/dev/sdb5 192292660 191816 182332900 1% /opt2
/dev/sdc1 976758780 393525100 583233680 41% /media/Elements
*won't format this correctly*

This and bmouring's diagram really puts things in perspective... (Please forgive the horrible analogy) It's like a game, you get the full game but you can get dlc to expand the game. It's no less complete with or without the dlc... Yeah that really was bad but I assure you I get it what you guys are saying. I find myself wanting to learn more. Think I'll google some linux information on various concepts and commands. If you guys have any suggestions please post. And thank you for your help and patience.
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Best solution

a b 5 Linux
September 2, 2011 5:08:45 AM

Fenrir190,

That's a perfectly good example (when viewed from the gameplay perspective, storage-space-wise of course it doesn't work :) )

Hmm, as far as guides, I know there are some good ones out there that will cover the material you're looking for, but it's a little tricky to try to pinpoint what it is that you're looking for and your level. This LifeHacker guide does a pretty decent job of covering all of the getting-started basics, but you may already be largely beyond what they're covering here. This one's a bit of a tome and will take some time, but it covers everything to a fairly in-depth level (for example, here is their treatment of the stuff that we've been talking about, and it's a nice, full discussion, but a bit heavy).

Ultimately, the way I got the the experience was just to use it and become proficient at googlefu to find the answers (and, if it was something that didn't make a ton of sense to me and interested me, I would continue to dig after solving the problem)

Edit: Just a bit of a pro-tip, if you want to get output from the command line formatted well in these threads, enclose the output in a "code" bbcode block, e.g.
  1. brad@onyx:~$ df
  2. Filesystem 1K-blocks Used Available Use% Mounted on
  3. /dev/sda1 110648144 41277460 63750052 40% /
  4. none 1923616 280 1923336 1% /dev
  5. none 1930676 272 1930404 1% /dev/shm
  6. none 1930676 360 1930316 1% /var/run
  7. none 1930676 4 1930672 1% /var/lock
  8. /dev/sdb 28312128 16603520 11708608 59% /media/Nokia N900
  9. /dev/sdc1 15313348 10217640 4317828 71% /media/987a0435-8ce2-488c-b043-7eab52dc3ba9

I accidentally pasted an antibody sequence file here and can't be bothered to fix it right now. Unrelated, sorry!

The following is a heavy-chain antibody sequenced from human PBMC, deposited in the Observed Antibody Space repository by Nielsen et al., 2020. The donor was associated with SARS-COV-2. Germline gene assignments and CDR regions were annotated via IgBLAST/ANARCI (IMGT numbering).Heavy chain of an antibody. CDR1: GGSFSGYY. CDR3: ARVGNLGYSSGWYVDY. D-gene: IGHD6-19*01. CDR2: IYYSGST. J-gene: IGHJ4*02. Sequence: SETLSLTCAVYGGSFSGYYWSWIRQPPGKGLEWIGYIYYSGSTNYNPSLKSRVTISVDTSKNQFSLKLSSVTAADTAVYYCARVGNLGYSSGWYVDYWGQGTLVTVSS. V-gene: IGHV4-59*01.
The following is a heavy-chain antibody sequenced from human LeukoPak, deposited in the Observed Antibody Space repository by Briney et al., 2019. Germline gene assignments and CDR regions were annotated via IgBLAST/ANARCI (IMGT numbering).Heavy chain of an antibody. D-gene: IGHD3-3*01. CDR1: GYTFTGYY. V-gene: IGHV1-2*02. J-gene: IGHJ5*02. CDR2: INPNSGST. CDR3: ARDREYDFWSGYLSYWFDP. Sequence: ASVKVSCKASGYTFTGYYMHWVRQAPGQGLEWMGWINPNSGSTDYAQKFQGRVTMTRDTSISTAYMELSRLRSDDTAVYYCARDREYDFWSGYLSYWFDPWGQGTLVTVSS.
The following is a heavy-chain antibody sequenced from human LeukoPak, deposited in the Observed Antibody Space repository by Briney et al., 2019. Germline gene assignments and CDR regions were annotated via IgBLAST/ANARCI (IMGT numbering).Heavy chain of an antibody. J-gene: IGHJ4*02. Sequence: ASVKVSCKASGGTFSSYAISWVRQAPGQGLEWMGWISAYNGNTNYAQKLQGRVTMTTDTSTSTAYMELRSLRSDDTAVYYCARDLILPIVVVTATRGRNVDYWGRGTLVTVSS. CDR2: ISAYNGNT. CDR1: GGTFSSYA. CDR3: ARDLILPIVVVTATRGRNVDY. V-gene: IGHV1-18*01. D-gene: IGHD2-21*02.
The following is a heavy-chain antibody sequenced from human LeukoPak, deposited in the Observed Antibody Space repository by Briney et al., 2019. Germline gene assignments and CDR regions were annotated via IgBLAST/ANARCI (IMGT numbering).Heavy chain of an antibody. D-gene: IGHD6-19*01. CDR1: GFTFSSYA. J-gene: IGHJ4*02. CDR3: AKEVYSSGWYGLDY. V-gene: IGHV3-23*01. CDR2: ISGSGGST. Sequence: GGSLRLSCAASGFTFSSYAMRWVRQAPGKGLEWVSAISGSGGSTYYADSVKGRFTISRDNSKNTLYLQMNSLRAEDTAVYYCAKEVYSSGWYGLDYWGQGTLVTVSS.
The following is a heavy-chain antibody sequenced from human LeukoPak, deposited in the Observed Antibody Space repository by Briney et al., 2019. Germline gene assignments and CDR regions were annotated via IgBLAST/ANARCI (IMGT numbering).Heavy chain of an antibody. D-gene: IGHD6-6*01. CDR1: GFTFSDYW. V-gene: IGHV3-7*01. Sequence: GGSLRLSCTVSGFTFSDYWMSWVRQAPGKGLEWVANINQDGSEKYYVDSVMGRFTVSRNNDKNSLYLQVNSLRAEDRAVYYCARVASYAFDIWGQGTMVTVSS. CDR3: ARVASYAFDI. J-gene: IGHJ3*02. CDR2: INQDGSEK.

It's not always perfect, but it's close
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September 20, 2011 12:19:53 PM

Best answer selected by Fenrir190.
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September 20, 2011 12:21:09 PM

bmouring said:
Fenrir190,

That's a perfectly good example (when viewed from the gameplay perspective, storage-space-wise of course it doesn't work :) )

Hmm, as far as guides, I know there are some good ones out there that will cover the material you're looking for, but it's a little tricky to try to pinpoint what it is that you're looking for and your level. This LifeHacker guide does a pretty decent job of covering all of the getting-started basics, but you may already be largely beyond what they're covering here. This one's a bit of a tome and will take some time, but it covers everything to a fairly in-depth level (for example, here is there treatment of the stuff that we've been talking about, and it's a nice, full discussion, but a bit heavy).

Ultimately, the way I got the the experience was just to use it and become proficient at googlefu to find the answers (and, if it was something that didn't make a ton of sense to me and interested me, I would continue to dig after solving the problem)

Edit: Just a bit of a pro-tip, if you want to get output from the command line formatted well in these threads, enclose the output in a "code" bbcode block, e.g.
  1. brad@onyx:~$ df
  2. Filesystem 1K-blocks Used Available Use% Mounted on
  3. /dev/sda1 110648144 41277460 63750052 40% /
  4. none 1923616 280 1923336 1% /dev
  5. none 1930676 272 1930404 1% /dev/shm
  6. none 1930676 360 1930316 1% /var/run
  7. none 1930676 4 1930672 1% /var/lock
  8. /dev/sdb 28312128 16603520 11708608 59% /media/Nokia N900
  9. /dev/sdc1 15313348 10217640 4317828 71% /media/987a0435-8ce2-488c-b043-7eab52dc3ba9

It's not always perfect, but it's close


Thanks for the tip bmouring. Take care all!